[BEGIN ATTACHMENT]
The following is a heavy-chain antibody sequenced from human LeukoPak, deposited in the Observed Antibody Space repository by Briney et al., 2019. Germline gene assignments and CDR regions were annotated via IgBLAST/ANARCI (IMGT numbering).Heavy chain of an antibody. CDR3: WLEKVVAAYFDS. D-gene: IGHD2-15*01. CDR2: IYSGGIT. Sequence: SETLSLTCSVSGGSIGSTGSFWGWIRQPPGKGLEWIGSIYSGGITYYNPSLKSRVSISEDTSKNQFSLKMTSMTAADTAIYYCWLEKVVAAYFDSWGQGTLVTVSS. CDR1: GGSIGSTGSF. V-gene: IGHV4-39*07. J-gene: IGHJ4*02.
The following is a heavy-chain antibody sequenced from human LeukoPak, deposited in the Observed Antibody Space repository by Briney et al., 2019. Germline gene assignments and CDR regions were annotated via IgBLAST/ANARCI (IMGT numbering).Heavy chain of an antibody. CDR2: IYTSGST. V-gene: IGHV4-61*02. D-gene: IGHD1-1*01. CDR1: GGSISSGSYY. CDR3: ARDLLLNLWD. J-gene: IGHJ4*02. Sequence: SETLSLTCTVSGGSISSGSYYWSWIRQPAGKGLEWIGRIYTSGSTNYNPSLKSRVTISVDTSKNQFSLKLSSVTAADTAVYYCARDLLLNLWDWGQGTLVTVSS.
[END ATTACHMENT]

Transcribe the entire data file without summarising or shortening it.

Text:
The following is a heavy-chain antibody sequenced from human LeukoPak, deposited in the Observed Antibody Space repository by Briney et al., 2019. Germline gene assignments and CDR regions were annotated via IgBLAST/ANARCI (IMGT numbering).Heavy chain of an antibody. CDR3: WLEKVVAAYFDS. D-gene: IGHD2-15*01. CDR2: IYSGGIT. Sequence: SETLSLTCSVSGGSIGSTGSFWGWIRQPPGKGLEWIGSIYSGGITYYNPSLKSRVSISEDTSKNQFSLKMTSMTAADTAIYYCWLEKVVAAYFDSWGQGTLVTVSS. CDR1: GGSIGSTGSF. V-gene: IGHV4-39*07. J-gene: IGHJ4*02.
The following is a heavy-chain antibody sequenced from human LeukoPak, deposited in the Observed Antibody Space repository by Briney et al., 2019. Germline gene assignments and CDR regions were annotated via IgBLAST/ANARCI (IMGT numbering).Heavy chain of an antibody. CDR2: IYTSGST. V-gene: IGHV4-61*02. D-gene: IGHD1-1*01. CDR1: GGSISSGSYY. CDR3: ARDLLLNLWD. J-gene: IGHJ4*02. Sequence: SETLSLTCTVSGGSISSGSYYWSWIRQPAGKGLEWIGRIYTSGSTNYNPSLKSRVTISVDTSKNQFSLKLSSVTAADTAVYYCARDLLLNLWDWGQGTLVTVSS.